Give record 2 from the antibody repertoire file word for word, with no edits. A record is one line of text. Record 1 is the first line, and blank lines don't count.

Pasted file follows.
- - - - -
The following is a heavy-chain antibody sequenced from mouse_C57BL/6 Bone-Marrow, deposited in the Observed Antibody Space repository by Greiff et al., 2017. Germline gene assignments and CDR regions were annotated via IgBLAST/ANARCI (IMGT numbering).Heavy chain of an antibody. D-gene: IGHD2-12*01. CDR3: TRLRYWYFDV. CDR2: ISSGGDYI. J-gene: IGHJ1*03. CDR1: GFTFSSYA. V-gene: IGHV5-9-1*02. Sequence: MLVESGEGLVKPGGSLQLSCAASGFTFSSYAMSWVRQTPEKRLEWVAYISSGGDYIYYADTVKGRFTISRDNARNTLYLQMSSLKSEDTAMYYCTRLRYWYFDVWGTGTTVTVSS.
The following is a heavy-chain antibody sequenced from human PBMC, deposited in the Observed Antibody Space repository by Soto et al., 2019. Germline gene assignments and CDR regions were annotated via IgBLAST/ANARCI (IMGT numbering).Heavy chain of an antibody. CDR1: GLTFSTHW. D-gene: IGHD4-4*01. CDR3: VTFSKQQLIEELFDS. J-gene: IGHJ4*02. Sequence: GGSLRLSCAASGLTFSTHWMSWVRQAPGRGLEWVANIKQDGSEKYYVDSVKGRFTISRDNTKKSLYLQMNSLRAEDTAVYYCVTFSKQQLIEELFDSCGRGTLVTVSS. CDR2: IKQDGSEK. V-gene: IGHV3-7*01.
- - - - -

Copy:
The following is a heavy-chain antibody sequenced from human PBMC, deposited in the Observed Antibody Space repository by Soto et al., 2019. Germline gene assignments and CDR regions were annotated via IgBLAST/ANARCI (IMGT numbering).Heavy chain of an antibody. CDR1: GLTFSTHW. D-gene: IGHD4-4*01. CDR3: VTFSKQQLIEELFDS. J-gene: IGHJ4*02. Sequence: GGSLRLSCAASGLTFSTHWMSWVRQAPGRGLEWVANIKQDGSEKYYVDSVKGRFTISRDNTKKSLYLQMNSLRAEDTAVYYCVTFSKQQLIEELFDSCGRGTLVTVSS. CDR2: IKQDGSEK. V-gene: IGHV3-7*01.